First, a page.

"We never think which kind of audience we'd like to reach," says Ilpo. "We just continue going wherever it goes. I don't really like fully going into being an 'art band'. ["That would be boring," inserts Mika.] If you play in clubs to a normal audience, that's reality, I think."
Another area they leak into is 20th century composition. Last year they performed John Cage at London's Barbican with Gavin Bryars, Bruce Gilbert, Nicolas Collins, David Thomas, Susan Stenger and others; and they have also performed Alvin Lucier's Music On A Long Thin Wire. For the latter, a length of taut wire passes through the poles of a large magnet. It is set vibrating four times at four different frequencies, producing a surprisingly wide spread of sound. "The original Alvin Lucier piece is really fantastic," enthuses Mika. "Musically and physically, how the piece is constructed, it's ideal. It's very simple, very minimal thing, but at the same time it's very plentiful, and it's always changing, always different. It was really interesting and fun to construct the piece by ourselves, even though it didn't work exactly as we wanted on the night because of an amplifier problem. Our idea was to make a hardcore version of the original, to drive more power to the wire, as we did in Finland when we rehearsed the piece. The idea was that in the end there would be so much tension in the wire that it would start to glow. And then after a while it snaps and that would be the end of the concert."
Pan Sonic are never so affecting as when the music is at its most machinic and unforgiving. Like Kraftwerk and Detroit Techno, they search out the soul in circuit boards. They've built up a sonic repertoire that runs from sepulchral purity to bleeding wound roughness. A forthcoming EP will explore the forceful end of its range.
"It's even more of a redneck thing than the last EP, Osasto," says Mika. "All the tracks are four-by-four stomping, brutal things. Maybe not brutal..."
"The Germans love it," interjects Ilpo.
"Brutal I consider something else," retorts Mika.
"I think our music is not brutal," agrees Ilpo.
"Live sometimes, but I don't think the CDs are brutal," Mika concludes, as the tape runs out, bringing the interview to an end.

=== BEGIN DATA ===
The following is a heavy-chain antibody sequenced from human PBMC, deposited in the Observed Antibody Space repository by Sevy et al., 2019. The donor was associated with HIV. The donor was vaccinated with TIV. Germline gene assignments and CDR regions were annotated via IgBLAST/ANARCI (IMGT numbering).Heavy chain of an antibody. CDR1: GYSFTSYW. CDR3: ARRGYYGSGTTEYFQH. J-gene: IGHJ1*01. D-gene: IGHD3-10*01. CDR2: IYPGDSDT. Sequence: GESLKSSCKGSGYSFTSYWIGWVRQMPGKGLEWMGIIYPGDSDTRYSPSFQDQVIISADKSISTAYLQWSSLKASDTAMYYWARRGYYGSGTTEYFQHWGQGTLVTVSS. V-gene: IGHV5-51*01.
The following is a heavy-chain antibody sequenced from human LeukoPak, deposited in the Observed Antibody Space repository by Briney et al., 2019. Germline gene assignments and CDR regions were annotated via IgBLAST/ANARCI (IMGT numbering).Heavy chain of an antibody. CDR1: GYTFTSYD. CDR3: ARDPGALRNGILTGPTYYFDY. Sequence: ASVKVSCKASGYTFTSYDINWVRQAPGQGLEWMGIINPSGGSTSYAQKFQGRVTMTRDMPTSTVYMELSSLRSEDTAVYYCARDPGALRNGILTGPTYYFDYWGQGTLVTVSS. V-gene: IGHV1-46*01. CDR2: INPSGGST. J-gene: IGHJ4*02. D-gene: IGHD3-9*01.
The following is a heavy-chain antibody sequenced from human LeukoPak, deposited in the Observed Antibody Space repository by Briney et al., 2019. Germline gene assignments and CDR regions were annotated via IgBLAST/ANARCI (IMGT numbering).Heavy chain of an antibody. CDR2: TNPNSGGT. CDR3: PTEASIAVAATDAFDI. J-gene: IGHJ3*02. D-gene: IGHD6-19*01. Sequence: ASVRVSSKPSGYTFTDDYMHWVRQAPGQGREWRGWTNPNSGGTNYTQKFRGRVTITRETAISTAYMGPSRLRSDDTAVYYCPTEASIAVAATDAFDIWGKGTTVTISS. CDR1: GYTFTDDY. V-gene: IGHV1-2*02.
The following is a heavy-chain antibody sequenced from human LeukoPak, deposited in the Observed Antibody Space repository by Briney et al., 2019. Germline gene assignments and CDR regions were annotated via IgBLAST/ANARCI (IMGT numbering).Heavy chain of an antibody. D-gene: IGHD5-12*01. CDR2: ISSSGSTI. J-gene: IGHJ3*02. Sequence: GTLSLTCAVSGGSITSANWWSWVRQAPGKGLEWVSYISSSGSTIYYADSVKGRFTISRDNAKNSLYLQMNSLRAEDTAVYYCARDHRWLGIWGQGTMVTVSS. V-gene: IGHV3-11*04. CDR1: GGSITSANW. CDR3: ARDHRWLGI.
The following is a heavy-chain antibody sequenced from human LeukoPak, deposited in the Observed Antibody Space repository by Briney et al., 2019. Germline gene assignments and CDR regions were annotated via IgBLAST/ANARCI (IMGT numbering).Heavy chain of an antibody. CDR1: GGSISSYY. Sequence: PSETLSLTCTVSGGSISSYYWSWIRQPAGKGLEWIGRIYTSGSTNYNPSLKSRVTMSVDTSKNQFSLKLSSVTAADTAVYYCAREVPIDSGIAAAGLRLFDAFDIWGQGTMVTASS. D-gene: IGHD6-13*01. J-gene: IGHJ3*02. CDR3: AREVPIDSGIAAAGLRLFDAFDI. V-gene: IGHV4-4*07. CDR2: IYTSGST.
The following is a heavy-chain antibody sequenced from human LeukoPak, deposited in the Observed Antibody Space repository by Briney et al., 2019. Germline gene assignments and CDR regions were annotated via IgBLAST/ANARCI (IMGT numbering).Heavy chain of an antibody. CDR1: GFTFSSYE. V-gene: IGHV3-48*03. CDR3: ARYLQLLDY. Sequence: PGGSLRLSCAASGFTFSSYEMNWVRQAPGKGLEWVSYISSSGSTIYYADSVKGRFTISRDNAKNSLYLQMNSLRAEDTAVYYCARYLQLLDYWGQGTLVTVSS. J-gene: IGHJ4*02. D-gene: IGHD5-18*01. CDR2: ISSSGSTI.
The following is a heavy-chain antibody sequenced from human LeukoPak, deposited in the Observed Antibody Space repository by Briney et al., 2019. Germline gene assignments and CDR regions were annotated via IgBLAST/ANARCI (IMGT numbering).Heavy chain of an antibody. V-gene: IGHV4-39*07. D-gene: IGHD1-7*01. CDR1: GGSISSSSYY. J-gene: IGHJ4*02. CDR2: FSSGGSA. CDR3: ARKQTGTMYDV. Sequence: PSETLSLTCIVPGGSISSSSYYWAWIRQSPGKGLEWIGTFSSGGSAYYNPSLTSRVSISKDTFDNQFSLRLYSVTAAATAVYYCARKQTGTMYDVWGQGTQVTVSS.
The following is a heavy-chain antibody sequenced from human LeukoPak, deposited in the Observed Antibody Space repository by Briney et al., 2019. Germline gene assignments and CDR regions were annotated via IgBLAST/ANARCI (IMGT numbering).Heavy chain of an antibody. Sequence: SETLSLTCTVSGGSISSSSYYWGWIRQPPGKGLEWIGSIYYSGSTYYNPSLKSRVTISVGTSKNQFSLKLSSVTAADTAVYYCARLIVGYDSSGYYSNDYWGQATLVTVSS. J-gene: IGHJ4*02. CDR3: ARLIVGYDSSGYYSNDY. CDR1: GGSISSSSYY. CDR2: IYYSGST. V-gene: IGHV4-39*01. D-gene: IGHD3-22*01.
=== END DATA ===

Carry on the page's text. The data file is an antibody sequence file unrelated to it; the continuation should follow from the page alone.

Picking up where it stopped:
Later on we head out for dinner. It's half past eight on a Saturday night but still too early for anywhere appetising to be open in Barcelona. We settle on a restaurant by Santa Maria del Mar with pink walls and nerve-janglingly insane music. What a strange place to spend time with these two, I think. We eat in near silence. Mika and Ilpo sit side by side sharing a large rice and crab dish, painstakingly teasing the pink flesh from its hard shell.
Some time later we meet Jimi Tenor and Tommi in a bar in the Gothic quarter. I remember when it was a gay bar, pre-Olympics, the walls decorated in priapic murals. Now it's a downbeat place, quieter - like the whole city. Mika takes his cold home to bed and we set off on a bar crawl. Jimi takes us to what turns out to be a hostess bar, with a lowlit David Lynch ambience. Jimi reconnoitres its dark recesses gleefully.
These Finns haven't much time for the cleaned up city of Euro-commerce that Barcelona is becoming. They seem uninterested in its upmarket districts, gravitating instead towards the vanishing squalor of the old city - towards the seedy streets walked by Pepe Carvalho, the great gastronomic gumshoe of Marxist crime writer Manuel Vazquez Montalban.
Pan Sonic sounded very strange when their first releases came out. They were clearly something to do with Techno, but using test tones as a template was stretching things too far, according to some critics. Failing to see the utter seriousness they invest in their work, one interviewer even asked them if they were "taking the piss". Way wide of the mark, yes, but it underlines how their music is more than passing strange - it makes you listen hard to the way it is put together. They seem to take delight in treading a borderline between pure sound and music, and presenting the findings in popular form. Their ability to straddle so many disparate scenes without compromising their sound is admirable. It's not about extremes. Their commitment to hearing the world their way is fiercely observed. Like any worthwhile art, their work jeopardises settled perspectives. And as with all music of value, the recordings continually take on new shapes as time passes.
The new Pan Sonic album, A is out now on Blast First.
Copyright © 1999 The Wire.